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Jul 10, 2001

Ever had one of those days where your software deleted your database of links extending back into 1998? Yeah, it has been one of those days. So remember folks, back up your data!

In the meantime, the link search service on my website will be offline until tomorrow as I restore my database from the backup files. Heh.

Digital Partners Launches VSyndicate, Enabling College Newspapers to Seamlessly Sell Stories This is an interesting idea which may have an even more interesting business plan. In its simple form, the VSyndicate service will allow college newspapers to share stories. This is the online version of a practice which has existed for many years (so I remember from my days with Canadian University Press - CUP). But a service like this also provides an excellent opportunity for marketers to add their own stories to the mix. Stories like, well, movie reviews. Now this is just speculation - the announcement doesn't say so explicitly - but: marketing, presented as news, in student newspapers. Perfect. Digital Partners Press Release, July 3, 2001. Submitted on Jul 10, 2001 [Refer]

Canned Content This interesting article gets at the heart of what is becoming a tangled and convoluted mess - sharing learning content. The article asks, can ASTD certification ensure the quality of off-the-shelf courseware? Well, something would help, as the market today is fragmented and frantic. And there are those who believe cetification will help. The courses will be reviewed by staff at LGuide based on standards which are, in ASTD's words, a "work in progress." But it's expensive, and it's not clear that all the publishers will play ball. Why would they, if they are selling now? And it's not clear that expensive standards are the way to go - whatever happened to that old standby, the peer review process? Or how about five star rating in E-Learning magazines? At any rate, this article taps into a major problem in the industry. By By Michael Rosenberg, E-Learning Mag, July, 2001. Submitted on Jul 10, 2001 [Refer]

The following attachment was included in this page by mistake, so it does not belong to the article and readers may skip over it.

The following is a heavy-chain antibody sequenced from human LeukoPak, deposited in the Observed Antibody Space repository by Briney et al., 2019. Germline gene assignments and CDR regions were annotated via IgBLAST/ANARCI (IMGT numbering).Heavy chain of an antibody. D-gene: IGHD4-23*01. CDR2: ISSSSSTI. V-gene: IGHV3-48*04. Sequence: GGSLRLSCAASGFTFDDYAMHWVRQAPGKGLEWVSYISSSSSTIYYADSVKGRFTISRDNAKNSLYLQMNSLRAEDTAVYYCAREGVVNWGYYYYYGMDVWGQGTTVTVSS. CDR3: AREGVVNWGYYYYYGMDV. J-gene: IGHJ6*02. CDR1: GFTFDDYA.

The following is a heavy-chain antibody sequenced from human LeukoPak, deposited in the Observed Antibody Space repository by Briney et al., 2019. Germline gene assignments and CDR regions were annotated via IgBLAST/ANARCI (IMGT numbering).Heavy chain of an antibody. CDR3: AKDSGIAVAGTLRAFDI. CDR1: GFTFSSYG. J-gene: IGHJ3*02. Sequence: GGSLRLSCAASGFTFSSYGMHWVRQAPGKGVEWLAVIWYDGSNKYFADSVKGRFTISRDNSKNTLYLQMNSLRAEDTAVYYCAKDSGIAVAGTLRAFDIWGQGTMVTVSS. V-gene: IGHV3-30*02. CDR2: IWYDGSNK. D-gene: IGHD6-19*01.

Online Libraries Compete for University Presses This article from the Harvard Crimson points out that while several universities have provided free online access to journal publications through a service called Ebrary, Havard has yet to do so. Instead, Harvard uses a service called Questia, which charges a monthly subscription. By Garrett M. Graff, Harvard Crimson, July 6, 2001. Submitted on Jul 10, 2001 [Refer]

6 Publishers Will Give Poor Countries Free or Discounted Electronic Access to Journals It's nice to see that these publishers have finally discovered that their wares are too expensive for the developing world. But this evades the question of whether $1500 subscriptions make sense when offering online content anywhere. By kate Galbraith, the Chronicle of Higher Education, July 10, 2001. Submitted on Jul 10, 2001 [Refer]

Temple U. Lowers the Ax on Its Distance-Education Venture The thrust behind this Chronicle article is that nobody has found a way for online learning to be economically viable. This would be a surprise to those companies, such as, say, Saba, who are already making a lot of money, or SmartPlanet, who use e-learning as a way of advertising print publications, or the U.S. Military, or Cisco... maybe the real message is: if you set up online learning to duplicate university offerings, and charge a premium, you will not make money. By Goldie Blumenstyl, the Chronicle of Higher Education, July 9, 2001. Submitted on Jul 10, 2001 [Refer]

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